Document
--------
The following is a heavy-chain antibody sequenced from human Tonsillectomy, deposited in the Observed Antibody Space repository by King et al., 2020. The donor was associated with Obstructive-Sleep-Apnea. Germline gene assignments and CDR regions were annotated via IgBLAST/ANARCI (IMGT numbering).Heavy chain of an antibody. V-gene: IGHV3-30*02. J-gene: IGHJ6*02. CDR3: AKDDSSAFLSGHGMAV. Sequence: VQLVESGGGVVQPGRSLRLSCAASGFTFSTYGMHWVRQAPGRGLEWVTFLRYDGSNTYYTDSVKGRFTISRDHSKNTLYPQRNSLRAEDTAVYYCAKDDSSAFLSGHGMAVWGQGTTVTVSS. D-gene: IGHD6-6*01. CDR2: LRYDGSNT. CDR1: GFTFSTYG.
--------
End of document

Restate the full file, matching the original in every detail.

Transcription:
The following is a heavy-chain antibody sequenced from human Tonsillectomy, deposited in the Observed Antibody Space repository by King et al., 2020. The donor was associated with Obstructive-Sleep-Apnea. Germline gene assignments and CDR regions were annotated via IgBLAST/ANARCI (IMGT numbering).Heavy chain of an antibody. V-gene: IGHV3-30*02. J-gene: IGHJ6*02. CDR3: AKDDSSAFLSGHGMAV. Sequence: VQLVESGGGVVQPGRSLRLSCAASGFTFSTYGMHWVRQAPGRGLEWVTFLRYDGSNTYYTDSVKGRFTISRDHSKNTLYPQRNSLRAEDTAVYYCAKDDSSAFLSGHGMAVWGQGTTVTVSS. D-gene: IGHD6-6*01. CDR2: LRYDGSNT. CDR1: GFTFSTYG.